FDA green-lights bionic pancreas studied at UT Health Science Center, University Health

Artificial intelligence insulin delivery and glucose monitoring system cleared for age 6 and older

While it won’t cure children of type 1 diabetes, the “bionic pancreas,” an artificial intelligence-powered system cleared Friday, May 19, by the U.S. Food and Drug Administration, will relieve youth and their parents of constant worries over estimating insulin doses and carb intake from food.

“We don’t want to call this a pump. It is more. It is AI for insulin delivery,” said Jane Lynch, MD, professor of pediatric endocrinology and diabetes at The University of Texas Health Science Center at San Antonio. Lynch, faculty in the health science center’s Joe R. and Teresa Lozano Long School of Medicine, treats children affected by type 1 diabetes at University Health’s Texas Diabetes Institute on San Antonio’s West Side.

The pediatric endocrinology team at the University Health Texas Diabetes Institute was one of the first vanguard groups of researchers to study the bionic pancreas during a clinical trial reported in the New England Journal of Medicine in October 2022. This experience with the device’s implementation in patients allows the team to be the first in South and Central Texas to offer it to more children.

“We are absolutely thrilled to have the opportunity to launch the bionic pancreas in San Antonio,” said Rabab Jafri, MD, pediatric endocrinology and diabetes specialist in the Long School of Medicine and at University Health. “This is a huge step forward for young people in the management of type 1 diabetes.”

The FDA reviewed the bionic pancreas and associated AI software through the 510(k) premarket clearance pathway. The system is cleared for people 6 years of age and older who have type 1 diabetes.

In a press release, Jeff Shuren, MD, JD, director of FDA’s Center for Devices and Radiological Health, said the May 19 clearance “will provide the type 1 diabetes community with additional options and flexibilities for diabetes management and may help to broaden the reach of automated insulin dosing technology.”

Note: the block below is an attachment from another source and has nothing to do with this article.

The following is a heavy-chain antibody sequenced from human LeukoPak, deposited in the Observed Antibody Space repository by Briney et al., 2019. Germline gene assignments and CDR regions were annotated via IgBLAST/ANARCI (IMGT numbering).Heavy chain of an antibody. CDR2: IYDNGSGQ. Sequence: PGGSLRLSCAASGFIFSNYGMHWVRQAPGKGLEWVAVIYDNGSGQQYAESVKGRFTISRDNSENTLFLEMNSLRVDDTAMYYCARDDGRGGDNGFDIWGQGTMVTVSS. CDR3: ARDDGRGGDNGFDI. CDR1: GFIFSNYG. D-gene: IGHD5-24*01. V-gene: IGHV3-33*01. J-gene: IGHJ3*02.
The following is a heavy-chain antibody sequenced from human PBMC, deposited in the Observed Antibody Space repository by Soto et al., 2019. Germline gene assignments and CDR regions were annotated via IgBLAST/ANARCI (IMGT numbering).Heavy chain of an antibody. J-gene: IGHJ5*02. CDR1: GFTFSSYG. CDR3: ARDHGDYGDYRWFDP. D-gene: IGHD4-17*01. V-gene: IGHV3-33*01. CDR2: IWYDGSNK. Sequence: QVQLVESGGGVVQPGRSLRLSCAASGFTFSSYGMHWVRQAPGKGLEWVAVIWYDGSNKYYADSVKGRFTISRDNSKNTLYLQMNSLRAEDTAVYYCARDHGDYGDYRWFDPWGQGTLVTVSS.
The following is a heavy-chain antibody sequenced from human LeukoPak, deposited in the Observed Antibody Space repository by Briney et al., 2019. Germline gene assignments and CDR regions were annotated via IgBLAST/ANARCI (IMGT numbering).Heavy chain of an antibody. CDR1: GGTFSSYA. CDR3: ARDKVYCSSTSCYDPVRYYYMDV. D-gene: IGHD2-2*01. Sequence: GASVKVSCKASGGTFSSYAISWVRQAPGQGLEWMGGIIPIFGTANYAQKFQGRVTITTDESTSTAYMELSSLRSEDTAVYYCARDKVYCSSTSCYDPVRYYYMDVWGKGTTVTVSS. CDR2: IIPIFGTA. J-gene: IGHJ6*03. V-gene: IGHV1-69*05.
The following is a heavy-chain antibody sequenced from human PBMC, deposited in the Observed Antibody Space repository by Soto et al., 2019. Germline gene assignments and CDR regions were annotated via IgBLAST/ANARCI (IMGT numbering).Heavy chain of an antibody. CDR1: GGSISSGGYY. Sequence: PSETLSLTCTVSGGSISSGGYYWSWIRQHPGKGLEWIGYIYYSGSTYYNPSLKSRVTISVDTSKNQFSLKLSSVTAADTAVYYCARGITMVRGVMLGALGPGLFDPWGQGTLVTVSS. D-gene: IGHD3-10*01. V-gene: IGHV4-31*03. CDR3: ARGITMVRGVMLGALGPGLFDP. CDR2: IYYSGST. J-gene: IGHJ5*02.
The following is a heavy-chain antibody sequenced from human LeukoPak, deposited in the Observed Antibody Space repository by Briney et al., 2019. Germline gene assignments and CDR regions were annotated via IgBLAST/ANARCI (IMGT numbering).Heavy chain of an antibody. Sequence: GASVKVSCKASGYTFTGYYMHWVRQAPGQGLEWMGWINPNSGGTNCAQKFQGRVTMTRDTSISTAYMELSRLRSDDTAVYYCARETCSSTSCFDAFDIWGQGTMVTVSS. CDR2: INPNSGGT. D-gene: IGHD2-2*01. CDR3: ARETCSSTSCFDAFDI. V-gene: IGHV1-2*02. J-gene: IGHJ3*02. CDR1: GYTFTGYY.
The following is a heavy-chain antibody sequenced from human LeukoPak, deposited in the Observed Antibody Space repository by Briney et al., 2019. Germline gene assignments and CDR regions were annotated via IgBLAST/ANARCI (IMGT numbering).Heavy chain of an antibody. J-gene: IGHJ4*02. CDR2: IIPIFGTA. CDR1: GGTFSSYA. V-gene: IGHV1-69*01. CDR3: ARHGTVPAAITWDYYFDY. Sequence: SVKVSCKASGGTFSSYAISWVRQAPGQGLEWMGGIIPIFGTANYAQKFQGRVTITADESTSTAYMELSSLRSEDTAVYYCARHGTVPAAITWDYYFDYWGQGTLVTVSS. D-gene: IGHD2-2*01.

The system, made by a Massachusetts medical technology company, requires only the input of the wearer’s body weight to get started. The automated insulin-delivery system is paired with a continuous glucose monitoring system. At mealtimes, users estimate their carbohydrate intake simply as small, medium or large.

“Instead of having preset insulin dosing, this device enables AI algorithms to learn a patient’s insulin requirements,” Lynch said. “It is unique and innovative.”

In people with type 1 diabetes, the pancreas does not make insulin, the hormone that regulates blood glucose. The result is a lifestyle of monitoring glucose levels each day and taking insulin via injections or through an insulin pen or pump. A healthy diet and exercise are also necessary for glucose control.

“At the Texas Diabetes Institute on Zarzamora Street, we care for predominantly Hispanic families, and we see the parents’ struggles to maintain their children’s sugars,” said Ruby Favela-Prezas, family nurse practitioner in the pediatric endocrinology practice. “Some youths adjust well, but others really struggle. For every young person with type 1 diabetes, the constant management that is required can be very stressful, so to have a system that is automatic in ensuring the children’s safety and well-being through regulated glucose levels is truly a dream come true.”

The device uses an attached plastic infusion set that communicates with a sensor to provide insulin in response to continuous blood sugar patterns. The device is the size of a cell phone and is typically worn on the belt.

“The AI algorithm adjusts to the individual needs of each user,” Lynch said. “It is revolutionary, and our team is delighted to share this technology to reduce the daily burden of care for our patient who have type 1 diabetes here in our city and in South and Central Texas.”

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